Eye Safety: Viewing the Solar Eclipse

Total Solar EclipseThis summer stargazers and the curious alike will enjoy a rare occurrence. A solar eclipse will be visible across the contiguous United States on Monday, August 21. On that day the moon will block out the sun while traveling over North America, including a total solar eclipse for a brief period. The last time this occurred over the contiguous United States was February 26, 1979.

Watching a solar eclipse can be an extraordinary experience but looking directly at the sun can seriously damage your eyes. Proper eye protection during the eclipse period is necessary to avoid damaging your vision permanently.

“Solar retinopathy is a very serious condition. Staring at the sun – even for a very short period of time – without the right eye protection can damage your retina and lead to permanent vision loss,” explains Karen Gehrs, MD, an ophthalmologist who specializes in retinal diseases at University of Iowa Hospitals and Clinics.

The retina is the light-sensitive tissue in the back of the eye. Solar retinopathy occurs when sunlight burns and potentially scars the retina. Symptoms include central graying and fuzziness of vision. It can occur in one or both eyes.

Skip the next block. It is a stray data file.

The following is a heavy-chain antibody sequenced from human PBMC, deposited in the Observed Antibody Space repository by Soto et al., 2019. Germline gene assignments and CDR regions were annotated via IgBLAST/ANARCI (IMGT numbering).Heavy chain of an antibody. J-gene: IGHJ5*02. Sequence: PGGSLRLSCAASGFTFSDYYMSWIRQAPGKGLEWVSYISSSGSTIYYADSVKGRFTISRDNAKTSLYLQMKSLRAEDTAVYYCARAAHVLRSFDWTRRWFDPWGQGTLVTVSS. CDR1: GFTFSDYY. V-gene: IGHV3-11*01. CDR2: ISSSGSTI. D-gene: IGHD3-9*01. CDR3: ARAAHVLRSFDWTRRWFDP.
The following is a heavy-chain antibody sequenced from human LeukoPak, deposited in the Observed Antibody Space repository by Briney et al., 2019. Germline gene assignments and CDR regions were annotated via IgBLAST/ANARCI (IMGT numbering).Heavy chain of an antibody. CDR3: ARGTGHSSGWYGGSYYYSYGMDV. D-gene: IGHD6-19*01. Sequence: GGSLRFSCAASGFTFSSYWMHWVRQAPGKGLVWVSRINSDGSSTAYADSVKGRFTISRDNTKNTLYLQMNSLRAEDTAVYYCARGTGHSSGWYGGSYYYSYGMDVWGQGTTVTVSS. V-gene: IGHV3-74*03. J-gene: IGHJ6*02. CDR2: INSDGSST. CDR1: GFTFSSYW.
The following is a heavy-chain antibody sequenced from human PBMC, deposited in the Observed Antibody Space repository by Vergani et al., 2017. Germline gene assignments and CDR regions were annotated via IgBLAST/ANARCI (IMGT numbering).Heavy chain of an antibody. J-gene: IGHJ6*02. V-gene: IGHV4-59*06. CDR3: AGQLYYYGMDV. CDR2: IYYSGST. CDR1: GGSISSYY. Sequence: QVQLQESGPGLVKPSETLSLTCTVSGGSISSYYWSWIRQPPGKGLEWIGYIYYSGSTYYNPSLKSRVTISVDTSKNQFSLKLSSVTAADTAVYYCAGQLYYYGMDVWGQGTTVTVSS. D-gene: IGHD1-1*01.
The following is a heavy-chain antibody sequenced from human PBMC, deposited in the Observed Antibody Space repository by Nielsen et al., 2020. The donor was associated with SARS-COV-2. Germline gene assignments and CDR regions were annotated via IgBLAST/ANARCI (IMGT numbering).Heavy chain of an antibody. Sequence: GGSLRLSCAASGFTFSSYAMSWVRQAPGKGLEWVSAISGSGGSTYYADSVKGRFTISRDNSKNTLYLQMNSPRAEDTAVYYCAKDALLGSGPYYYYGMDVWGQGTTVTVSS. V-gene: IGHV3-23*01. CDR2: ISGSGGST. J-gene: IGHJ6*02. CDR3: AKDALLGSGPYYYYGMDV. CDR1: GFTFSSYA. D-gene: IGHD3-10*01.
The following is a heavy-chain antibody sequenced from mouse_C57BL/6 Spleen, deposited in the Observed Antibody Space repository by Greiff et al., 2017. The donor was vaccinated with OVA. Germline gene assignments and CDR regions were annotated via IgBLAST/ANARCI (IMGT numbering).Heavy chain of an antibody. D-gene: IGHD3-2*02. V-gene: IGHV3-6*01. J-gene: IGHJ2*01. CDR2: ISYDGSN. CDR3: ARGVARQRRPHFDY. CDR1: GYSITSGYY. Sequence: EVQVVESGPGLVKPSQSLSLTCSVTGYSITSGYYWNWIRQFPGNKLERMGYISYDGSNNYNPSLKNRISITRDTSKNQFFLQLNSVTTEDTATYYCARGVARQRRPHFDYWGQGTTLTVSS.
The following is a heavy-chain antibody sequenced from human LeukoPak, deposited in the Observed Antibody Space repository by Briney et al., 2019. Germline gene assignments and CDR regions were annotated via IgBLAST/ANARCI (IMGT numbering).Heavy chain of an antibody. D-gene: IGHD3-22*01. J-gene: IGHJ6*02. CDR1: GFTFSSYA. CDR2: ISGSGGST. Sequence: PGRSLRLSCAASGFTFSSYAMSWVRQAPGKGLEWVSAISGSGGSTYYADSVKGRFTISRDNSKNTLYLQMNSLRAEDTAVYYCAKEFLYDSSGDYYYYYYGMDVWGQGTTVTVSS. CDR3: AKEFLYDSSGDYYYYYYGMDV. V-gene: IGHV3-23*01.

“It is important to know that regular sunglasses, even very dark ones, cannot protect your eyes from damage caused by looking directly at the sun,” Gehrs cautions. 

Special-purpose solar filters or certified eclipse glasses may be used to view an eclipse. If a solar filter is not available, the safest way to watch a solar eclipse is by turning your back to the sun and watching a projection through devices like a pinhole projector.

Make sure you are prepared and know the how to keep your eyes safe. Proper preparation and eye protection will ensure a safe and memorable eclipse experience.

Learn more about safe viewing of the solar eclipse and risks associated with staring at the sun:

Download Solar Eclipse Eye Safety PDF

Solar Eclipse Eye Safety

Date: 
Monday, August 7, 2017